Upcoming Events View All
8
Magnificat Women’s Prayer Breakfast

Saturday, 12/08/2018 at 9:00 AM - 12:00 PM

2
Catholic Men for Christ Conference

Saturday, 02/02/2019 at 9:00 AM

9
2019 Catholic Women for Christ

Saturday, 03/09/2019 at 9:00 AM

GROWING UP CATHOLIC | Righteous anger should motivate us to act in a positive manner

The children know when I’m becoming angry. I tend not to raise my voice, but I add a certain sense of mysterious danger to my words. The kids hear it and know they’ve pushed me too far. Usually, they make themselves scarce so Daddy can have a time-out, but every once in a while they’re in a bad mood, too, and my frustration only encourages them. It’s like a game to see when Daddy will explode. That’s when I give my wife a helpless look and she sends me out for a good, long stress-relieving run.

Those episodes have made me realize that, when we give in to anger, it’s impossible for us to fulfill our vocations. I literally need a break from being a father to get my head straight. It’s the same with work. When frustration at the office turns into simmering anger, it distracts us and leaves the job undone. When anger enters into our friendships and families, it drives us apart and ruins the relationship. Even something small like anger during the daily commute causes us to lose focus on the road.

St. John Cassian, a fourth-century monk, said that anger is similar to a deadly poison in the depths of our souls. He says that when we are angry, “We can neither discern what is for our good, nor achieve spiritual knowledge, nor fulfill our good intentions, nor participate in true life; and our intellect will remain impervious to the contemplation of the true, divine light.” In other words, anger blinds, takes our peace, robs our joy and makes us selfish.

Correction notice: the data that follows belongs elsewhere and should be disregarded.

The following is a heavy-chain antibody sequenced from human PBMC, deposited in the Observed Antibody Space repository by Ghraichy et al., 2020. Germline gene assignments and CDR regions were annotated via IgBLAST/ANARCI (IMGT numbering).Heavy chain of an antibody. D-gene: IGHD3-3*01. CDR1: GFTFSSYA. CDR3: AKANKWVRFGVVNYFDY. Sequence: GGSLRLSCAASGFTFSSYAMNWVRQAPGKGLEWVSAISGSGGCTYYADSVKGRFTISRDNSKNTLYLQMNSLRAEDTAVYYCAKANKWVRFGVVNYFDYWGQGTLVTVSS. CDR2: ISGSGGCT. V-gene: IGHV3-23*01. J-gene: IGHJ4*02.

There are times when, yes, anger is appropriate. After all, Our Lord displayed vigorous, righteous anger when He cleansed the Temple. I have to admit that, over the past month as I’ve read about scandals in the Catholic Church, I have been angry. I’ve had to ask myself if that anger is righteous or if it’s an emotion that I’m wallowing in and allowing to become a negative presence in my soul.

In reading the Scriptures, it seems to me that there are a few principles by which we can know if our anger is good or bad. First, righteous anger is directed at sin, not people. Second, it’s God-centered, meaning that we are angry on behalf of God and not from selfish motives. Third, it is combined with positive virtues, meaning the anger itself is a temporary emotion that motivates us to act in a positive manner. It gives us courage. In this way, righteous anger is soon enough revealed to be hope. We are angry because we know and believe that any injustice can and will be made right.

Anger should be a rare emotion. When we feel it, it’s a good habit to ask ourselves why we are so angry and how to combat it. If it turns out the anger is righteous, ask yourself what positive effects can arise from it.

Father Rennier is parochial administrator of Epiphany of Our Lord Parish in St. Louis. A former Anglican priest, he was ordained in 2016 under a pastoral provision for the reception of Anglicans and Episcopalians into full communion with the Catholic Church. He and his wife, Amber, have five children.

Related Articles Module

From the Archive Module

GROWING UP CATHOLIC Righteous anger should motivate us to act in a positive manner 3081

Must Watch Videos

Now Playing

    View More Videos